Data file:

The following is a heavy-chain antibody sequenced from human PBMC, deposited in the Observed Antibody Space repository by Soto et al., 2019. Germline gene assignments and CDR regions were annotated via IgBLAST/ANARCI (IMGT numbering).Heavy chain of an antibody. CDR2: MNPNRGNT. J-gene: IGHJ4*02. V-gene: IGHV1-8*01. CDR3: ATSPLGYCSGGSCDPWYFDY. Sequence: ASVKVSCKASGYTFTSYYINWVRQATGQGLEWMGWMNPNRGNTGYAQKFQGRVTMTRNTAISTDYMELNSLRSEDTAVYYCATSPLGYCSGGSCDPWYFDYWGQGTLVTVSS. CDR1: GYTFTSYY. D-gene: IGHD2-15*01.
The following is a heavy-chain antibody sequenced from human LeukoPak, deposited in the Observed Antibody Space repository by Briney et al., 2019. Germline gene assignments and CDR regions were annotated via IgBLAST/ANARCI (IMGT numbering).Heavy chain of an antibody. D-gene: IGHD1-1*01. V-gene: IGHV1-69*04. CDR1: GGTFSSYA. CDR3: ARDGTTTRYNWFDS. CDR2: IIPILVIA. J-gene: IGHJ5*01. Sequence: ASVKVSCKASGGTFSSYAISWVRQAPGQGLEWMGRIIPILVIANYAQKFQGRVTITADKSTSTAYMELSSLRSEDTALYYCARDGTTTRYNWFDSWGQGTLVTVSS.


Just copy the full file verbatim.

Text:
The following is a heavy-chain antibody sequenced from human PBMC, deposited in the Observed Antibody Space repository by Soto et al., 2019. Germline gene assignments and CDR regions were annotated via IgBLAST/ANARCI (IMGT numbering).Heavy chain of an antibody. CDR2: MNPNRGNT. J-gene: IGHJ4*02. V-gene: IGHV1-8*01. CDR3: ATSPLGYCSGGSCDPWYFDY. Sequence: ASVKVSCKASGYTFTSYYINWVRQATGQGLEWMGWMNPNRGNTGYAQKFQGRVTMTRNTAISTDYMELNSLRSEDTAVYYCATSPLGYCSGGSCDPWYFDYWGQGTLVTVSS. CDR1: GYTFTSYY. D-gene: IGHD2-15*01.
The following is a heavy-chain antibody sequenced from human LeukoPak, deposited in the Observed Antibody Space repository by Briney et al., 2019. Germline gene assignments and CDR regions were annotated via IgBLAST/ANARCI (IMGT numbering).Heavy chain of an antibody. D-gene: IGHD1-1*01. V-gene: IGHV1-69*04. CDR1: GGTFSSYA. CDR3: ARDGTTTRYNWFDS. CDR2: IIPILVIA. J-gene: IGHJ5*01. Sequence: ASVKVSCKASGGTFSSYAISWVRQAPGQGLEWMGRIIPILVIANYAQKFQGRVTITADKSTSTAYMELSSLRSEDTALYYCARDGTTTRYNWFDSWGQGTLVTVSS.